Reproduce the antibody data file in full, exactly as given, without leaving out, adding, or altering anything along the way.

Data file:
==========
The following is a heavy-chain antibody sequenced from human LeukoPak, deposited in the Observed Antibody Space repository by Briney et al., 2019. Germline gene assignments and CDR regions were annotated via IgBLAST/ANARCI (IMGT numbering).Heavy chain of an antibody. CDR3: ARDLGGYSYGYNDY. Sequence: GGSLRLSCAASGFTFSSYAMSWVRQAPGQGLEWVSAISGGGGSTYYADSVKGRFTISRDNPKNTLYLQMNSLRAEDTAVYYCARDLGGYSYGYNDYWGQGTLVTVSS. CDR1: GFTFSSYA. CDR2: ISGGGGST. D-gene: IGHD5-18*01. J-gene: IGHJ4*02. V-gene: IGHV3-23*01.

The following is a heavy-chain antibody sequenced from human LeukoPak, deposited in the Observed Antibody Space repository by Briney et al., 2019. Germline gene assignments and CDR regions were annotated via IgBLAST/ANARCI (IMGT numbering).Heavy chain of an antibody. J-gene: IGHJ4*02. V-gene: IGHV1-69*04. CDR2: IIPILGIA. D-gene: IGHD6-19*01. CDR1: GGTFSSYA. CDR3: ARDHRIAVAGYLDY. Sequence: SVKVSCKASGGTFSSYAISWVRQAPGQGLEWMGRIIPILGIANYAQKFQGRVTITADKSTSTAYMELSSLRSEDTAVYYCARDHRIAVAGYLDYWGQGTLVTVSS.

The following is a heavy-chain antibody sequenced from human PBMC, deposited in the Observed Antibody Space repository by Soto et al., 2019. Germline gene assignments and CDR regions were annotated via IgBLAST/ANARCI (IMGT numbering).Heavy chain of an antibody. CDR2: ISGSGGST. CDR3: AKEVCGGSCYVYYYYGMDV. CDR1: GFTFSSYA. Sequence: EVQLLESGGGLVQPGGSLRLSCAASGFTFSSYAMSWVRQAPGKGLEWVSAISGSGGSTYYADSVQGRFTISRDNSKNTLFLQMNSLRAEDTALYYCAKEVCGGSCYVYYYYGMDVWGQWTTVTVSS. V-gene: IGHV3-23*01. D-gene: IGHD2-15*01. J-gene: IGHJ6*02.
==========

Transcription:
The following is a heavy-chain antibody sequenced from human LeukoPak, deposited in the Observed Antibody Space repository by Briney et al., 2019. Germline gene assignments and CDR regions were annotated via IgBLAST/ANARCI (IMGT numbering).Heavy chain of an antibody. CDR3: ARDLGGYSYGYNDY. Sequence: GGSLRLSCAASGFTFSSYAMSWVRQAPGQGLEWVSAISGGGGSTYYADSVKGRFTISRDNPKNTLYLQMNSLRAEDTAVYYCARDLGGYSYGYNDYWGQGTLVTVSS. CDR1: GFTFSSYA. CDR2: ISGGGGST. D-gene: IGHD5-18*01. J-gene: IGHJ4*02. V-gene: IGHV3-23*01.

The following is a heavy-chain antibody sequenced from human LeukoPak, deposited in the Observed Antibody Space repository by Briney et al., 2019. Germline gene assignments and CDR regions were annotated via IgBLAST/ANARCI (IMGT numbering).Heavy chain of an antibody. J-gene: IGHJ4*02. V-gene: IGHV1-69*04. CDR2: IIPILGIA. D-gene: IGHD6-19*01. CDR1: GGTFSSYA. CDR3: ARDHRIAVAGYLDY. Sequence: SVKVSCKASGGTFSSYAISWVRQAPGQGLEWMGRIIPILGIANYAQKFQGRVTITADKSTSTAYMELSSLRSEDTAVYYCARDHRIAVAGYLDYWGQGTLVTVSS.

The following is a heavy-chain antibody sequenced from human PBMC, deposited in the Observed Antibody Space repository by Soto et al., 2019. Germline gene assignments and CDR regions were annotated via IgBLAST/ANARCI (IMGT numbering).Heavy chain of an antibody. CDR2: ISGSGGST. CDR3: AKEVCGGSCYVYYYYGMDV. CDR1: GFTFSSYA. Sequence: EVQLLESGGGLVQPGGSLRLSCAASGFTFSSYAMSWVRQAPGKGLEWVSAISGSGGSTYYADSVQGRFTISRDNSKNTLFLQMNSLRAEDTALYYCAKEVCGGSCYVYYYYGMDVWGQWTTVTVSS. V-gene: IGHV3-23*01. D-gene: IGHD2-15*01. J-gene: IGHJ6*02.